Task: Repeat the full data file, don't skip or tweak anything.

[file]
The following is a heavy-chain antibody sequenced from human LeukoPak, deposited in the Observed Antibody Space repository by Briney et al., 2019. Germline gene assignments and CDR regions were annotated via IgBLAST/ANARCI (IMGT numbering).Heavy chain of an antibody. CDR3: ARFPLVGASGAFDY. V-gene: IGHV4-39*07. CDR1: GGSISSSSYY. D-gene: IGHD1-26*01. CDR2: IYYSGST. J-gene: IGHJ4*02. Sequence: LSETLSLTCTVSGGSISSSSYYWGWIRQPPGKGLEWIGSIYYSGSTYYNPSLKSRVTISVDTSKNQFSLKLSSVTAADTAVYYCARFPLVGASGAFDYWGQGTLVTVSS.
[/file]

The following is a heavy-chain antibody sequenced from human LeukoPak, deposited in the Observed Antibody Space repository by Briney et al., 2019. Germline gene assignments and CDR regions were annotated via IgBLAST/ANARCI (IMGT numbering).Heavy chain of an antibody. CDR3: ARFPLVGASGAFDY. V-gene: IGHV4-39*07. CDR1: GGSISSSSYY. D-gene: IGHD1-26*01. CDR2: IYYSGST. J-gene: IGHJ4*02. Sequence: LSETLSLTCTVSGGSISSSSYYWGWIRQPPGKGLEWIGSIYYSGSTYYNPSLKSRVTISVDTSKNQFSLKLSSVTAADTAVYYCARFPLVGASGAFDYWGQGTLVTVSS.